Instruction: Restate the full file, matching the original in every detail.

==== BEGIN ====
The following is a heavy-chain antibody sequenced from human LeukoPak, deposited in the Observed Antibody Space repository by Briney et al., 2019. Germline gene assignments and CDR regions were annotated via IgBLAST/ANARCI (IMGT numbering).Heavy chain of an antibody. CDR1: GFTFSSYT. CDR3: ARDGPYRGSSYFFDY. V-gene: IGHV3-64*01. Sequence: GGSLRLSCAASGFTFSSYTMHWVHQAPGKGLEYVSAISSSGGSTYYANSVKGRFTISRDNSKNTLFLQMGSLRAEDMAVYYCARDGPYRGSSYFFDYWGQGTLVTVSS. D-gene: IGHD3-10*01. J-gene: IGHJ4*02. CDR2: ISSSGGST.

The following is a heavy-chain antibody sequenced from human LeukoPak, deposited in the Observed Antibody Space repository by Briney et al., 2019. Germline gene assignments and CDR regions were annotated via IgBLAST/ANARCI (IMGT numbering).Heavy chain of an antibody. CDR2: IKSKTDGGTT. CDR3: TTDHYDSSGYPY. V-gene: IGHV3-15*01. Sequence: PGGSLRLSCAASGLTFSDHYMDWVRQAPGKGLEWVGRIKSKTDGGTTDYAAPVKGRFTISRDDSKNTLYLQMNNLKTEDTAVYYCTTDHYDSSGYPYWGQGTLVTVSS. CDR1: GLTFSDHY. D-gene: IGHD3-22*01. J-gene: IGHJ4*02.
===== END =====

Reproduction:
The following is a heavy-chain antibody sequenced from human LeukoPak, deposited in the Observed Antibody Space repository by Briney et al., 2019. Germline gene assignments and CDR regions were annotated via IgBLAST/ANARCI (IMGT numbering).Heavy chain of an antibody. CDR1: GFTFSSYT. CDR3: ARDGPYRGSSYFFDY. V-gene: IGHV3-64*01. Sequence: GGSLRLSCAASGFTFSSYTMHWVHQAPGKGLEYVSAISSSGGSTYYANSVKGRFTISRDNSKNTLFLQMGSLRAEDMAVYYCARDGPYRGSSYFFDYWGQGTLVTVSS. D-gene: IGHD3-10*01. J-gene: IGHJ4*02. CDR2: ISSSGGST.

The following is a heavy-chain antibody sequenced from human LeukoPak, deposited in the Observed Antibody Space repository by Briney et al., 2019. Germline gene assignments and CDR regions were annotated via IgBLAST/ANARCI (IMGT numbering).Heavy chain of an antibody. CDR2: IKSKTDGGTT. CDR3: TTDHYDSSGYPY. V-gene: IGHV3-15*01. Sequence: PGGSLRLSCAASGLTFSDHYMDWVRQAPGKGLEWVGRIKSKTDGGTTDYAAPVKGRFTISRDDSKNTLYLQMNNLKTEDTAVYYCTTDHYDSSGYPYWGQGTLVTVSS. CDR1: GLTFSDHY. D-gene: IGHD3-22*01. J-gene: IGHJ4*02.